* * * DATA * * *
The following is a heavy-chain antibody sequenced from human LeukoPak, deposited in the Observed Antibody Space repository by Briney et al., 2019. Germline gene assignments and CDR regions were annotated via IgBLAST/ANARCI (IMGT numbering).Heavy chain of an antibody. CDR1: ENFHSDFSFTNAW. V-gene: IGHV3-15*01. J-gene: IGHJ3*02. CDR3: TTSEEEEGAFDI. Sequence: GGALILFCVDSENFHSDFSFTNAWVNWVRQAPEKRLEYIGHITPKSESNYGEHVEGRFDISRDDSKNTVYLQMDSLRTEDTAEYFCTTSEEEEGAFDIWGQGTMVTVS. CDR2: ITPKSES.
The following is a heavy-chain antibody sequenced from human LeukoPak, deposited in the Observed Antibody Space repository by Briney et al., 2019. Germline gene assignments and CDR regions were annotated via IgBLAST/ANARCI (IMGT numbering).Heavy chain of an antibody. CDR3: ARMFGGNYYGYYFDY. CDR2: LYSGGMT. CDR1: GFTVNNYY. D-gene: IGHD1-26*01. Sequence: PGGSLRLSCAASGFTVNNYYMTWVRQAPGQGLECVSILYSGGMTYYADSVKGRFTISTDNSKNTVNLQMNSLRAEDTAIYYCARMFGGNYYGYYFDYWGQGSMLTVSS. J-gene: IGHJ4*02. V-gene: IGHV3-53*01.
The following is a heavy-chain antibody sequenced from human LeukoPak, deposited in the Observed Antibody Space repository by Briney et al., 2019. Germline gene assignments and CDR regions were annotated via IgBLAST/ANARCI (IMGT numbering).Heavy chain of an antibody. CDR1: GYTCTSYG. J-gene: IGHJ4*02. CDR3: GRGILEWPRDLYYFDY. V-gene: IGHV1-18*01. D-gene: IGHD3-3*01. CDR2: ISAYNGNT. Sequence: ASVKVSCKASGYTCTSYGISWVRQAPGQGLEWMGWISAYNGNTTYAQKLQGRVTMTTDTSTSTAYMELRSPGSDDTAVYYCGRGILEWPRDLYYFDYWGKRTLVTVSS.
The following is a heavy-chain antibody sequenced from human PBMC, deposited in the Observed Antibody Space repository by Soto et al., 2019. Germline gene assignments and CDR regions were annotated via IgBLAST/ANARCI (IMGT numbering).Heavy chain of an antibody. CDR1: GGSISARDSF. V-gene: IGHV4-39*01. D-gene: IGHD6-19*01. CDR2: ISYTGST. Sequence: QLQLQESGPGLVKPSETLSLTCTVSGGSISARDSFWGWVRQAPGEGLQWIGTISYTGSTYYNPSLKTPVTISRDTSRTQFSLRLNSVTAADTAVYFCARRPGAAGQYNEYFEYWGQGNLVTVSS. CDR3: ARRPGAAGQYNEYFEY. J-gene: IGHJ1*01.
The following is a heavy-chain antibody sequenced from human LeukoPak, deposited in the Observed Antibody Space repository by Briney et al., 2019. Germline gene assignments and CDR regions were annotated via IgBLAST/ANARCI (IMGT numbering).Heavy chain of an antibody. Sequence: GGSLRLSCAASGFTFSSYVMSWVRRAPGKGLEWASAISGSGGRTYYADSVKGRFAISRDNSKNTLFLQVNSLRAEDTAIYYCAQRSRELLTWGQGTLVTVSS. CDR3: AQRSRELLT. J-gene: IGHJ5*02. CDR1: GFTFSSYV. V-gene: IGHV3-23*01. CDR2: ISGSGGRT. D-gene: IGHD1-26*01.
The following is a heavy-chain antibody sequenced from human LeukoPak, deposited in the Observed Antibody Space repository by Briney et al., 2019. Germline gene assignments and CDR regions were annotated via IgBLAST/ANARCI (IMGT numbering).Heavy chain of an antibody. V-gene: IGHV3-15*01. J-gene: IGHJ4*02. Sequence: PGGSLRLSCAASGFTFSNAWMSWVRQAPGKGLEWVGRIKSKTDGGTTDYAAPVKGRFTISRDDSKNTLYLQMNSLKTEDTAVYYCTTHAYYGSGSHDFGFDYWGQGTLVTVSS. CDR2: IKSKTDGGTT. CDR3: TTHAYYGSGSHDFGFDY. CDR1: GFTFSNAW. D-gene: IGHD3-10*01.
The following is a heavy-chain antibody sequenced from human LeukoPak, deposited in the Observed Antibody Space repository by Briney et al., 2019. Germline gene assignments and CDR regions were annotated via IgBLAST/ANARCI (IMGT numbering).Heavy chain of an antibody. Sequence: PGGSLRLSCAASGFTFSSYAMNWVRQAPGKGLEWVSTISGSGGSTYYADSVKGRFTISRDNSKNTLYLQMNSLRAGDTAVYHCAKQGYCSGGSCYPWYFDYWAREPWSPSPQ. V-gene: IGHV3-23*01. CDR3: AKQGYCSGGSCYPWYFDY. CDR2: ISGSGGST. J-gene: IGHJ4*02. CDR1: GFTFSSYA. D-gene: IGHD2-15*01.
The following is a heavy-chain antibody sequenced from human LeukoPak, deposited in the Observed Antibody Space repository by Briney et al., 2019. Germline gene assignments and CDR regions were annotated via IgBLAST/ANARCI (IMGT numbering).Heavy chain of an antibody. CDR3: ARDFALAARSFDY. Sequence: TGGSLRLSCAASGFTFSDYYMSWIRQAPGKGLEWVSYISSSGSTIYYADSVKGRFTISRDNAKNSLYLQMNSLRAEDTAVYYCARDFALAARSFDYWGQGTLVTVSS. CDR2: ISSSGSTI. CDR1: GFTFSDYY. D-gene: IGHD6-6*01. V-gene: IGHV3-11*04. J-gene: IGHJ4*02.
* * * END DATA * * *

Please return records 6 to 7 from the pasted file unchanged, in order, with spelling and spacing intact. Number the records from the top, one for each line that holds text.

The following is a heavy-chain antibody sequenced from human LeukoPak, deposited in the Observed Antibody Space repository by Briney et al., 2019. Germline gene assignments and CDR regions were annotated via IgBLAST/ANARCI (IMGT numbering).Heavy chain of an antibody. V-gene: IGHV3-15*01. J-gene: IGHJ4*02. Sequence: PGGSLRLSCAASGFTFSNAWMSWVRQAPGKGLEWVGRIKSKTDGGTTDYAAPVKGRFTISRDDSKNTLYLQMNSLKTEDTAVYYCTTHAYYGSGSHDFGFDYWGQGTLVTVSS. CDR2: IKSKTDGGTT. CDR3: TTHAYYGSGSHDFGFDY. CDR1: GFTFSNAW. D-gene: IGHD3-10*01.
The following is a heavy-chain antibody sequenced from human LeukoPak, deposited in the Observed Antibody Space repository by Briney et al., 2019. Germline gene assignments and CDR regions were annotated via IgBLAST/ANARCI (IMGT numbering).Heavy chain of an antibody. Sequence: PGGSLRLSCAASGFTFSSYAMNWVRQAPGKGLEWVSTISGSGGSTYYADSVKGRFTISRDNSKNTLYLQMNSLRAGDTAVYHCAKQGYCSGGSCYPWYFDYWAREPWSPSPQ. V-gene: IGHV3-23*01. CDR3: AKQGYCSGGSCYPWYFDY. CDR2: ISGSGGST. J-gene: IGHJ4*02. CDR1: GFTFSSYA. D-gene: IGHD2-15*01.